Holiday Monday almost anywhere in North America except Quebec
Workers in Quebec are entitled to eight public holidays per year, one less than their Ontario neighbours.
Skaters enjoy the ice rink at La Fontaine Park in Montreal. (File photo)
The Old Port of Montreal was bustling with activity on the weekend as many tourists from the United States and outside Quebec took advantage of the long end week to skate and discover the metropolis.
If we hadn't had this long weekend, we wouldn't have come and we wouldn't have had the opportunity to explore the city, points out Jorge Raad, a Bostonian visiting Montreal with his wife for a few days. .
Between the holidays and Easter, however, Quebec goes it alone.
Other provinces except Newfoundland and Labrador are pausing for Family Day (Ontario, Alberta, British Columbia, New Brunswick and Saskatchewan), Islander Day (Island) Prince Edward Island), Louis Riel Day (Manitoba) and Heritage Day (Nova Scotia). As for the Americans, they celebrate Presidents' Day.
Sounds like a good idea to me. There's Mother's Day and Father's Day, so why not Family Day? says an American tourist enjoying the long weekend in Montreal. It's a good time, two months after the holiday season, adds his wife.
“Especially at this time of year, there is a holiday missing from the calendar. I think it would give a little boost to people who need a break after working hard since Christmas. »
— Montreal's Renaud Faucher between two running steps
There's spring break for the kids soon, but for us, when we work, we don't have that time to go out and do activities outside, adds Léonie Hottote.
Prime Minister François Legault has already stated that he is against the addition of a public holiday following the death of the Queen as well as in 2021, when adding by Ottawa from a holiday for the National Day of Truth and Reconciliation. The costs would be too high, he argues.
We are not currently analyzing the addition of additional public holidays, the press attaché for the Minister of Labor, Jean Boulet, said in writing on Sunday.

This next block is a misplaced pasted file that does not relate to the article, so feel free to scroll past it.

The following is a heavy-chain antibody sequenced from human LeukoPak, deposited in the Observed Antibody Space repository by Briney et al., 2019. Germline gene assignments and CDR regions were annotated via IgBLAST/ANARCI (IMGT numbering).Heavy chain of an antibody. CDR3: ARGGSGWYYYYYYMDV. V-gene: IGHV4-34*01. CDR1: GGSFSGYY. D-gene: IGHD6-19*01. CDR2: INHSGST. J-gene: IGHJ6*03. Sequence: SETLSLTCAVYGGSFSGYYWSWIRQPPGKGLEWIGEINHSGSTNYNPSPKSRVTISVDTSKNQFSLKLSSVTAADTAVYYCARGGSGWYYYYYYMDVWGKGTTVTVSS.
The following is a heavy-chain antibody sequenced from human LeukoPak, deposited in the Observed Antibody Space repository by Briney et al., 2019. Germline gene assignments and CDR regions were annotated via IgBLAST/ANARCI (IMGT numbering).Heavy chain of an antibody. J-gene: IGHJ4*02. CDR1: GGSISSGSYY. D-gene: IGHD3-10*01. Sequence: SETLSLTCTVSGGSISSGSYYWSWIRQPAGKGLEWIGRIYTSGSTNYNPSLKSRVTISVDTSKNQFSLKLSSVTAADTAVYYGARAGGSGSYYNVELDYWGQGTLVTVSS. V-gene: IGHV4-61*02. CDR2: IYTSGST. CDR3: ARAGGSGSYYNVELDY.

Family, Louis Riel or Heritage Day. Eight Canadian provinces enjoy a long weekend. But not in Quebec. The Legault government has already closed the door to the idea of adding a holiday to the calendar. And for entrepreneurs, the cost would be too high in terms of productivity. But the idea seduces many Quebecers. A report by Frédéric Pepin.
The impact of the addition of a public holiday on the Quebec economy is estimated at approximately 750 million dollars by the Canadian Federation of Independent Business (CFIB), says its director of provincial affairs for Quebec, Francis Bérubé. The bill rises to 3.6 billion for the whole country.
CFIB believes that the current number of public holidays is satisfactory and that companies wishing to improve work-family balance, for example, and who are able to adapt the organization of work can achieve this with other levers.
For us, [an additional holiday] is not welcome. It's a loss of a day of productivity for companies.
For all businesses, adding a public holiday has the potential to have a negative impact on the economy. Taken on a case-by-case basis, for some companies there might be beneficial effects, but for others not. It all depends on the organization of work, the type of company and the type of activity, Francis Bérubé nuances.
A holiday, he adds, is a policy that will apply to all companies regardless of their entrepreneurial reality, so it is not necessarily an avenue deemed positive by our members.
He observes a change in the labor market in terms of flexible working hours and work-family balance. We are seeing a lot of changes in the organization of work that come to meet these needs, especially with telework.
Some companies adapt working hours to allow their employees to take advantage, for example, spring break. This attractiveness measure promotes the retention of personnel in a context of labor shortages, continues Mr. Bérubé.
- Yukon: 11 statutory holidays
- British Columbia, Saskatchewan, Nunavut and Yukon: 10 public holidays
- Ontario and Alberta: 9 public holidays
- Quebec, Manitoba, New Brunswick and Prince Edward Island : 8 statutory holidays
- Newfoundland and Labrador and Nova Scotia : 6 statutory holidays
With information from< /em> Frédéric Pépin